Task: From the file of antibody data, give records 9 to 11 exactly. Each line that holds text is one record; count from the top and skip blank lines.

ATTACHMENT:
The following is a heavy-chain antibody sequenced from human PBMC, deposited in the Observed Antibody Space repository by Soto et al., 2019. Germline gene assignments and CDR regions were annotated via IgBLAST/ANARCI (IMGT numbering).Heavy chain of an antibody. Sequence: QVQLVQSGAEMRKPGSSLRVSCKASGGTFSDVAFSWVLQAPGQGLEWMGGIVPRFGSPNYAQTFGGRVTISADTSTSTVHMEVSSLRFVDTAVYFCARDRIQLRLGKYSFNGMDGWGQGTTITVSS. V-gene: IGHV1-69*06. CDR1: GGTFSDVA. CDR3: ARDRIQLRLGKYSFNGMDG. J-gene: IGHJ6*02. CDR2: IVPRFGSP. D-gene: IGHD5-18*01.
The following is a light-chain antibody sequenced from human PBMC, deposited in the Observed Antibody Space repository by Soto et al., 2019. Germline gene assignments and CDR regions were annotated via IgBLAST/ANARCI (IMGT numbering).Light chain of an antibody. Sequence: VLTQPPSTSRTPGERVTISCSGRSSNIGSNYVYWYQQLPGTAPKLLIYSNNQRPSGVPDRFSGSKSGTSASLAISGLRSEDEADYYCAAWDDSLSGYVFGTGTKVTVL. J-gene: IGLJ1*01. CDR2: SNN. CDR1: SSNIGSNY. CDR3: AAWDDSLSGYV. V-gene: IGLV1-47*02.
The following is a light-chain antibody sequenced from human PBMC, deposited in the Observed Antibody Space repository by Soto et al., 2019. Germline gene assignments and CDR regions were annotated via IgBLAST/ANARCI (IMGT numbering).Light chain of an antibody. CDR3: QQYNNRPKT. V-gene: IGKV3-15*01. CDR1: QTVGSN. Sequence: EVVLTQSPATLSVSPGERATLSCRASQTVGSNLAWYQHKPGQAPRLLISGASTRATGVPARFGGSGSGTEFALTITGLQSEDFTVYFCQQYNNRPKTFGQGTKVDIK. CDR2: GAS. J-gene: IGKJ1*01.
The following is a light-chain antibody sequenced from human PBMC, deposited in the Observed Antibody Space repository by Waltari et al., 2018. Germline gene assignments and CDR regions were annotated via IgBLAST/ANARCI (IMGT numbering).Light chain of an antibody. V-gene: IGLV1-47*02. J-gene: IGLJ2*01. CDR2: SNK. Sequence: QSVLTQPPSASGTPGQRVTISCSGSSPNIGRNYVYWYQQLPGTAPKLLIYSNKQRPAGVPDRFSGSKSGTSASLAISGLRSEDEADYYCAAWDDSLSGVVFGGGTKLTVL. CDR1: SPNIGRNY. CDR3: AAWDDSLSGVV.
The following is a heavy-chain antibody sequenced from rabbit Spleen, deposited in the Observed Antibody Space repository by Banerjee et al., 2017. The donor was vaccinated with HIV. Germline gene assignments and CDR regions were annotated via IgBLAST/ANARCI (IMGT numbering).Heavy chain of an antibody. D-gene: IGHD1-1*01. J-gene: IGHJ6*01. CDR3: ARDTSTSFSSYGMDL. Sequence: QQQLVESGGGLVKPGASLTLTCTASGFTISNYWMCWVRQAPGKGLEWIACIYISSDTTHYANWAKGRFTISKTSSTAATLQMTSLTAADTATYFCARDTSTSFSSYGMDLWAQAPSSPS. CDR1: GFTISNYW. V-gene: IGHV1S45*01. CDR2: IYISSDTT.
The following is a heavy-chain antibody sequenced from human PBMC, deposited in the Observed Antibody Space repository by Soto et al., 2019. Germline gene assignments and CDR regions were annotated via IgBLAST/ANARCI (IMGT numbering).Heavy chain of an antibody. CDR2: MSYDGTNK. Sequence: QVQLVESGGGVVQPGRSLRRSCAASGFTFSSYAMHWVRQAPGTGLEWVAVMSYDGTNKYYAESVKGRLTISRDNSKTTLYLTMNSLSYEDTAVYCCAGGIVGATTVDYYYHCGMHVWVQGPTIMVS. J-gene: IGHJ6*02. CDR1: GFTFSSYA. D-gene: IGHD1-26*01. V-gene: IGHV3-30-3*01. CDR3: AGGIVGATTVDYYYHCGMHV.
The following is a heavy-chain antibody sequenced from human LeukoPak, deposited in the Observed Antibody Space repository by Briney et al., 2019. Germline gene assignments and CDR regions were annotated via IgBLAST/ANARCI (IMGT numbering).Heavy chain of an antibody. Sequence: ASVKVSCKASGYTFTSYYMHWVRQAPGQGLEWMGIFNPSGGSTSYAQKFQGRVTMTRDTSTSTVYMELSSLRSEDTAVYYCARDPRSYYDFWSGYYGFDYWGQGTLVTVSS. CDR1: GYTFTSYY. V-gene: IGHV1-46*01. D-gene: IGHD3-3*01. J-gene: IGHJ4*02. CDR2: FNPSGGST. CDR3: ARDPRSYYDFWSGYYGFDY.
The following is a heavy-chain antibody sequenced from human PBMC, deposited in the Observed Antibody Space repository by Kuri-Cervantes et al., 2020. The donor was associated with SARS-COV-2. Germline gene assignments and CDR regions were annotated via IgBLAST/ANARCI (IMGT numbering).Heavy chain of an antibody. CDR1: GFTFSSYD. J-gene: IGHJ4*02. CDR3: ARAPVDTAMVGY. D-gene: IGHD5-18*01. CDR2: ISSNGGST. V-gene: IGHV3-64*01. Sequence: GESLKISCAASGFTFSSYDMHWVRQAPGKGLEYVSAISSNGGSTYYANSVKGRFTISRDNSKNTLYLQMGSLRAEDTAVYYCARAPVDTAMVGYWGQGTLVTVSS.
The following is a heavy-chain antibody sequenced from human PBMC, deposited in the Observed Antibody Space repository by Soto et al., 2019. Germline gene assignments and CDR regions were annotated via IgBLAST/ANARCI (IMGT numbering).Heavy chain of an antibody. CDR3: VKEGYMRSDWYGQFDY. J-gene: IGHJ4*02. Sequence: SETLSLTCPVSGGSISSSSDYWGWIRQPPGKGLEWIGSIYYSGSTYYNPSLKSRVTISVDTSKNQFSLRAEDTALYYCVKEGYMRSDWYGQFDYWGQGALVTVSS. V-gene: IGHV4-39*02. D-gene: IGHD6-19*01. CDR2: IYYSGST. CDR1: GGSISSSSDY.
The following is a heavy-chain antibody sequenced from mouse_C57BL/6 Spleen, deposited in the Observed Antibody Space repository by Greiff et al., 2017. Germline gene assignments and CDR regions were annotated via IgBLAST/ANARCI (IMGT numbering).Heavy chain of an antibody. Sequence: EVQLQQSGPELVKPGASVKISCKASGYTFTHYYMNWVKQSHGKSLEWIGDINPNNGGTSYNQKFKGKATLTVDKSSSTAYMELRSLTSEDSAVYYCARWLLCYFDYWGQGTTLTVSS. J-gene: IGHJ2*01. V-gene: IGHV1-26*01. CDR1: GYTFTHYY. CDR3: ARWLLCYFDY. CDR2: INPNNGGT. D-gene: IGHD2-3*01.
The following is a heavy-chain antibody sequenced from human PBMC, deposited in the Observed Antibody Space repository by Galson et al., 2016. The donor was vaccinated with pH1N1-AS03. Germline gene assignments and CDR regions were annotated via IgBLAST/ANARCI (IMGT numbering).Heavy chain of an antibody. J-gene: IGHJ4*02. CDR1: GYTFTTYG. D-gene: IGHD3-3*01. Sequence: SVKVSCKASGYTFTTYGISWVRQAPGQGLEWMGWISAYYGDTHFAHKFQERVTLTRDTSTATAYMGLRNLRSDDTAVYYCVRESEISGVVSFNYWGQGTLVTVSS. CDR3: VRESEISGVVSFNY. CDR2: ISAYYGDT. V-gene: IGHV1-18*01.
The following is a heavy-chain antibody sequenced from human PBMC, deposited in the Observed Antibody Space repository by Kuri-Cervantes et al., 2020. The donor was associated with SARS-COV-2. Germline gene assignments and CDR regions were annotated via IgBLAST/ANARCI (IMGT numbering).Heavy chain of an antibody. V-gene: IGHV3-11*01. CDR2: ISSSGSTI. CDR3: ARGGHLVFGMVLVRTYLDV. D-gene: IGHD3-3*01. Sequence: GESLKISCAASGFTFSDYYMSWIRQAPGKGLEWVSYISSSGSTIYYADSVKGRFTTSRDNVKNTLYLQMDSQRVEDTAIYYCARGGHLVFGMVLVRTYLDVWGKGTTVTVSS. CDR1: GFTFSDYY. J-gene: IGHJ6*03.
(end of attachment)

The following is a heavy-chain antibody sequenced from human PBMC, deposited in the Observed Antibody Space repository by Soto et al., 2019. Germline gene assignments and CDR regions were annotated via IgBLAST/ANARCI (IMGT numbering).Heavy chain of an antibody. CDR3: VKEGYMRSDWYGQFDY. J-gene: IGHJ4*02. Sequence: SETLSLTCPVSGGSISSSSDYWGWIRQPPGKGLEWIGSIYYSGSTYYNPSLKSRVTISVDTSKNQFSLRAEDTALYYCVKEGYMRSDWYGQFDYWGQGALVTVSS. V-gene: IGHV4-39*02. D-gene: IGHD6-19*01. CDR2: IYYSGST. CDR1: GGSISSSSDY.
The following is a heavy-chain antibody sequenced from mouse_C57BL/6 Spleen, deposited in the Observed Antibody Space repository by Greiff et al., 2017. Germline gene assignments and CDR regions were annotated via IgBLAST/ANARCI (IMGT numbering).Heavy chain of an antibody. Sequence: EVQLQQSGPELVKPGASVKISCKASGYTFTHYYMNWVKQSHGKSLEWIGDINPNNGGTSYNQKFKGKATLTVDKSSSTAYMELRSLTSEDSAVYYCARWLLCYFDYWGQGTTLTVSS. J-gene: IGHJ2*01. V-gene: IGHV1-26*01. CDR1: GYTFTHYY. CDR3: ARWLLCYFDY. CDR2: INPNNGGT. D-gene: IGHD2-3*01.
The following is a heavy-chain antibody sequenced from human PBMC, deposited in the Observed Antibody Space repository by Galson et al., 2016. The donor was vaccinated with pH1N1-AS03. Germline gene assignments and CDR regions were annotated via IgBLAST/ANARCI (IMGT numbering).Heavy chain of an antibody. J-gene: IGHJ4*02. CDR1: GYTFTTYG. D-gene: IGHD3-3*01. Sequence: SVKVSCKASGYTFTTYGISWVRQAPGQGLEWMGWISAYYGDTHFAHKFQERVTLTRDTSTATAYMGLRNLRSDDTAVYYCVRESEISGVVSFNYWGQGTLVTVSS. CDR3: VRESEISGVVSFNY. CDR2: ISAYYGDT. V-gene: IGHV1-18*01.